As to why they didn’t assess the job at the time, this is because this was an exceptional case, I’d suspect that by “all the time” what the plumber actually meant was fairly regularly, possibly 1 in 10 jobs. Having IT/Administration systems that handle exceptional cases such as this means that the administration of the system (once you scale it up) becomes far more complicated.

      • David Holden said, on March 7, 2011 at 5:33 pm

        “The reason for reporting the job was because it’s likely that the second job would have been booked with a separate contractor. Since this second job was no longer necessary the I’d assume that the council cancelled this second appointment.”

        Sounds fair enough.

        “As to why they didn’t assess the job at the time, this is because this was an exceptional case, I’d suspect that by “all the time” what the plumber actually meant was fairly regularly, possibly 1 in 10 jobs. Having IT/Administration systems that handle exceptional cases such as this means that the administration of the system (once you scale it up) becomes far more complicated.”

        This doesn’t make sense. If they’re going to send a plumber out why not let him make the assessment on whether he can handle both jobs rather than pre-booking both jobs as separate appointments.

        • Andreas Paterson said, on March 8, 2011 at 2:30 pm

          “This doesn’t make sense. If they’re going to send a plumber out why not let him make the assessment on whether he can handle both jobs rather than pre-booking both jobs as separate appointments.”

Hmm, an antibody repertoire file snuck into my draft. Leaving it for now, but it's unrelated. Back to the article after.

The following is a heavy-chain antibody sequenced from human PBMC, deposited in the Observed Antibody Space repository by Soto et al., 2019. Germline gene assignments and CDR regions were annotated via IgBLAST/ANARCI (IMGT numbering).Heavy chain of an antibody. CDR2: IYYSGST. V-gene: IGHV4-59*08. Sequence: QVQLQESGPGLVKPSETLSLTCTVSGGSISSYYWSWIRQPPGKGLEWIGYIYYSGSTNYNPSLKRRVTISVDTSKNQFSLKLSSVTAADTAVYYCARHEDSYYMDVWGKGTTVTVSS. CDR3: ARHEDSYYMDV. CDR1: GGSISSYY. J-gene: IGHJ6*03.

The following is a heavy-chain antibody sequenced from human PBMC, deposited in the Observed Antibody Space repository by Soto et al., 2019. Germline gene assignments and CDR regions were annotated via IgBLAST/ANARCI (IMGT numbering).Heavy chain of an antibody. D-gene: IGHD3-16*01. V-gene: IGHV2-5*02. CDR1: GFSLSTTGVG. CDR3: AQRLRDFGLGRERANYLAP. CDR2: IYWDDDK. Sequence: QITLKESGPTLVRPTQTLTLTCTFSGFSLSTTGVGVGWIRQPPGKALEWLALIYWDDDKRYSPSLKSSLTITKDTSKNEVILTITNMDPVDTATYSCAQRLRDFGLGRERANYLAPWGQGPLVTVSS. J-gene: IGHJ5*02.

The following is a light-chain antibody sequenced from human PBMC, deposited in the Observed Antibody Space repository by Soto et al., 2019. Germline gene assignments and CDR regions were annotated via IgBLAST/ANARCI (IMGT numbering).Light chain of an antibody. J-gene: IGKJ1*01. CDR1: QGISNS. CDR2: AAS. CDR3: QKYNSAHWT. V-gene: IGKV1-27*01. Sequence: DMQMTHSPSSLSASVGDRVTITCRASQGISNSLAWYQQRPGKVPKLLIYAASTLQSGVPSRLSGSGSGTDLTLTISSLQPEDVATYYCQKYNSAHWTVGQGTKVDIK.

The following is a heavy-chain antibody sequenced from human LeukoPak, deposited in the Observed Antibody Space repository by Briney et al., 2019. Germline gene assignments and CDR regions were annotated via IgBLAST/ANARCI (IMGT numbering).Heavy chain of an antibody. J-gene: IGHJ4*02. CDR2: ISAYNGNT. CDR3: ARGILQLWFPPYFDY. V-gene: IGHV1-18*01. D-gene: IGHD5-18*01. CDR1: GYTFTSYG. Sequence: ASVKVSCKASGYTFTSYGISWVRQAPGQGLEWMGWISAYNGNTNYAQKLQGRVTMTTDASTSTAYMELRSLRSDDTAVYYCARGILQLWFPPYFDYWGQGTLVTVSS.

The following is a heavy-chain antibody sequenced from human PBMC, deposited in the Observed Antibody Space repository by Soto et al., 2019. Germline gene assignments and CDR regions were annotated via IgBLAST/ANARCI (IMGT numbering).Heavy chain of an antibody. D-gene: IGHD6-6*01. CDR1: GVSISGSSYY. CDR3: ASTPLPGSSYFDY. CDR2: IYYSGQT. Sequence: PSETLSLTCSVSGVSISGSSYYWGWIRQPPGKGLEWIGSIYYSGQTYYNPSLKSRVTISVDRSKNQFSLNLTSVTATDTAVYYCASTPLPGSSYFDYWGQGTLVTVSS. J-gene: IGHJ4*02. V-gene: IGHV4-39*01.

Try thinking of it like this. At the place I used to work for we modelled jobs as flow charts, the moment you start adding speculative sections of a job (could the plumber fix the problem) and different outcomes it leads to an increased complexity for the actual job.

          You might think this is not a problem, but when you are dealing with large numbers of workers and thousands of jobs increasing the complexity of how a job is handled can lead to a massive increase in mistakes and jobs lost in the paperwork.

          The overall point is that your tale of the council’s “incompetence” does not necessarily ring true. You have taken a view centred on problem on one part of a job, while failing to consider the wider challenges faced by the organisation and come up with your own knee jerk opinion.

          • David Holden said, on March 8, 2011 at 5:53 pm

            It may not necessarily ring true but knowing several people who work for the council I’m pretty sure it is. So in that sense you’ve by stating I’ve made a “knee jerk” opinion it could be said you’ve just done the same not know the bigger picture if you will..

  6. gastro george said, on March 7, 2011 at 4:49 pm

    No here they’re spending my council tax money British Gas or Talk Talk are spending their customers money.

    In which case your argument is with the privatisers who want to treat all users of public servers as “customers” rather than people.

  7. David Holden said, on March 7, 2011 at 4:56 pm

    “In which case your argument is with the privatisers who want to treat all users of public servers as “customers” rather than people.”

    No my argument is with my council wasting money they took from in tax. They can do this because of their opaque accountability and lack of choice.

    • gastro george said, on March 7, 2011 at 6:40 pm

      By extension you seem to be asking for a choice of council, or a choice of plumbers supplying council services. That would probably lead to more inefficiencies. Better to address the organisational problem.